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Key Variables in the Global Outlook

David Malpass | November 27, 2012

This piece was originally written for Encima Global.

We expect superficial positives in coming weeks including deal-talk in Washington, a disbursement to Greece, a Spanish request for European aid, fewer rocket launches from Gaza into Israel, Fed movement toward QE4, and more monetary easing and infrastructure spending in China.

These developments sound good and might lift the market in the short run. It likes can- kicking, is attractively valued relative to 0% interest rates, and was very happy with the December 2010 Obama-Boehner closed-door deal (each side got all their tax cuts and credits for two years without regard to cost.) However, political developments are making the underlying problems worse and won’t stop the economic deterioration.

  • As Europe is finding, weakening growth also means wider fiscal deficits, compounding the debt problem. Periphery governments won’t downsize. We think Germany is falling into recession with France likely to follow early in 2013.
  • Weighing on U.S. investment, we note a bad tax code, higher taxes starting January 1, massive regulatory and litigation burdens, and Fed policy (which channels the limited ration of capital to the government, big business and gold rather than to job creators.) Capital goods orders fell sharply at mid-year and aren’t expected to have recovered in the October data due out tomorrow. We expect the marginal tax rate on capital gains and dividends to rise substantially on January 1, increasing the cost of equity capital and further reducing capital investments.

Some indicators are contributing to a sense of near-term stabilization:

  • We expect U.S. third quarter GDP to be revised well above the initial 2% reading (to 2.5%-3% in the November 29 release). Fourth quarter growth will benefit from consumption, housing and hurricane-related spending, with 2% GDP growth possible despite the weakness in business investment (which will hurt 2013 growth).
  • PMI data from China gave more signs that the economy has bottomed, with the November 21 HSBC reading at 50.4 for November after bottoming at 47.6 in August.
  • PMI data from Europe showed the recession continuing, but suggested that France and Germany, while sluggish, are not yet in freefall.
  • The Nikkei hit a six-month high on November 26 on the expectation that Liberal Democratic Party President Shinzo Abe will retake Japan’s prime ministership in the December 16 election on the theme that “we’ll restore Japan.” He was prime minister for a year in 2006-2007. His platform includes an expansion of government spending programs and asset purchases by the Bank of Japan in 2013. We don’t think these will work, leaving Japan with structural, tax and currency barriers to faster growth. While the yen has weakened and equities strengthened since November 14 due to the prospect of BOJ QE (including initial hopes that it might purchase infrastructure bonds), Japan hasn’t put a clear ceiling on the yen (as the Swiss have done). Japan’s previous QE didn’t stop yen strength in the 2000s, and BOJ Governor Masaaki Shirakawa has vocally opposed QE citing ample evidence that it doesn’t work and is pushing on a string. We think Japan is falling into recession and Abe doesn’t have a program that will stop it.

The growth outlook remains weak under current policies. It is unlikely that the key growth steps listed below will be taken:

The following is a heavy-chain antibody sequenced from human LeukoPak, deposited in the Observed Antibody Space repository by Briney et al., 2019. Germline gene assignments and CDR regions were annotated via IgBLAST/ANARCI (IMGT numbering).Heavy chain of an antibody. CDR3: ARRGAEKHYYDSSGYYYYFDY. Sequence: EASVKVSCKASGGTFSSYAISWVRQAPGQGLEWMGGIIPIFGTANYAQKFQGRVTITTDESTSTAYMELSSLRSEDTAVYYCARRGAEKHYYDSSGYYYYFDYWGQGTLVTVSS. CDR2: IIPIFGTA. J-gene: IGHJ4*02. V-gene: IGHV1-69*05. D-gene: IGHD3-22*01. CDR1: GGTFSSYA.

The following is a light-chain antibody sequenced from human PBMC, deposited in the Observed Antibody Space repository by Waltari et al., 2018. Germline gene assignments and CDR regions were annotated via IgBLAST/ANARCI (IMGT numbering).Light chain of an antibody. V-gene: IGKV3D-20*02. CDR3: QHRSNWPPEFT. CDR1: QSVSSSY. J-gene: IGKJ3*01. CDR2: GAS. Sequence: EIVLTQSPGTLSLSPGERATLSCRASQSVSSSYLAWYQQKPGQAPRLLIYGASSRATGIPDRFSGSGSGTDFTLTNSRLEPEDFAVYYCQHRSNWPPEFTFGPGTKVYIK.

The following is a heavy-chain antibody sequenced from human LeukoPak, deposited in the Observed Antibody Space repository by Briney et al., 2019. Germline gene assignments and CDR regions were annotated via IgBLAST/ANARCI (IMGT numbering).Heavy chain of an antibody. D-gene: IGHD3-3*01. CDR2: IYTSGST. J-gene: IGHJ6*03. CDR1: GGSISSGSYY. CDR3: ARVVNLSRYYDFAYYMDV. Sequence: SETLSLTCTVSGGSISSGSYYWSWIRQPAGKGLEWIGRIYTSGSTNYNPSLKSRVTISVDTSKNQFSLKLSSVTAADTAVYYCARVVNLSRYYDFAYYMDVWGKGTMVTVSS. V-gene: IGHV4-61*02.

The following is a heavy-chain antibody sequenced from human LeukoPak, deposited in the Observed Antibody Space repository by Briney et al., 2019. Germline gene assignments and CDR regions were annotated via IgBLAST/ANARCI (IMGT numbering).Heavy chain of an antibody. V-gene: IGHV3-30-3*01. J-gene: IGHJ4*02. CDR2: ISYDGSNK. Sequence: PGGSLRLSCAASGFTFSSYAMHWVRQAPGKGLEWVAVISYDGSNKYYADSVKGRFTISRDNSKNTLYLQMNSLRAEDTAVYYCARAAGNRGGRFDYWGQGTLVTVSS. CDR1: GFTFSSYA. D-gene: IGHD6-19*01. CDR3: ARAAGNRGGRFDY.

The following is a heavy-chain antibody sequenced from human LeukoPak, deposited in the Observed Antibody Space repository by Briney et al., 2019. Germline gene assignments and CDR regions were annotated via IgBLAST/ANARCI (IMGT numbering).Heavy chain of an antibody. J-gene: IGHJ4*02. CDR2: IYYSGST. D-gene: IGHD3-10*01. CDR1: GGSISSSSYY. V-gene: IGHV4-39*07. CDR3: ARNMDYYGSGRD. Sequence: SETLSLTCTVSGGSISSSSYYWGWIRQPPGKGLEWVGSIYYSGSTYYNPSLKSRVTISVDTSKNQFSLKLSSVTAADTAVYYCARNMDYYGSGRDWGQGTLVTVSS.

1. Will the fiscal deal lay the groundwork for tax reform, a budget or spending restraint in 2013? Most of the likely lameduck outcomes harm spending restraint by adding substantially to the deficit and harm tax reform by using up important revenue raisers to fund lameduck spending.
  2. Will Europe’s can-kicking for Greece cause a growth-oriented downsizing of any of Europe’s many levels of government? The November 22 New York Times reported on 43,000 bottles of wine stockpiled by the European Union in Brussels for the endless summits. We’ve documented the inability of politicians in Greece, Spain and Italy to downsize their benefits, sell assets or reduce their control over their economies. See my Dec 16, 2011 WSJ article entitled “And the Crisis Winner Is Government” explaining how Europe’s governments are using the opportunity from the debt crisis to expand rapidly and the May 23, 2012 WSJ article entitled “Greece’s False Austerity” explaining how the Greek government hasn’t downsized at all or sold its asset but is instead blocking growth by imposing new taxes and mandates on the private sector to satisfy IMF and German austerity conditions.
  3. When will China accelerate its monetary and credit easing and will it improve the government-dominated capital allocation process?
  4. Will the Fed couple its balance sheet expansion with a policy to encourage private sector credit expansion? Speaking of the pendulum swing in credit standards, Chairman Bernanke’s November 15 speech to the Global Financial Dignity Summit said: “it seems likely at this point that the pendulum has swung too far the other way, and that overly tight lending standards may now be preventing creditworthy borrowers from buying homes...” His November 20 speech to the Economic Club of New York made very clear that he was talking only about mortgages, not lending in general: “While some tightening of the terms of mortgage credit was certainly an appropriate response to the earlier excesses, the pendulum appears to have swung too far, restraining the pace of recovery in the housing sector.”

We think the answer to all these steps is “unlikely”, pointing to a recession in 2013.


David Malpass is President of Encima Global and Chairman of’s Stop the Fed campaign.

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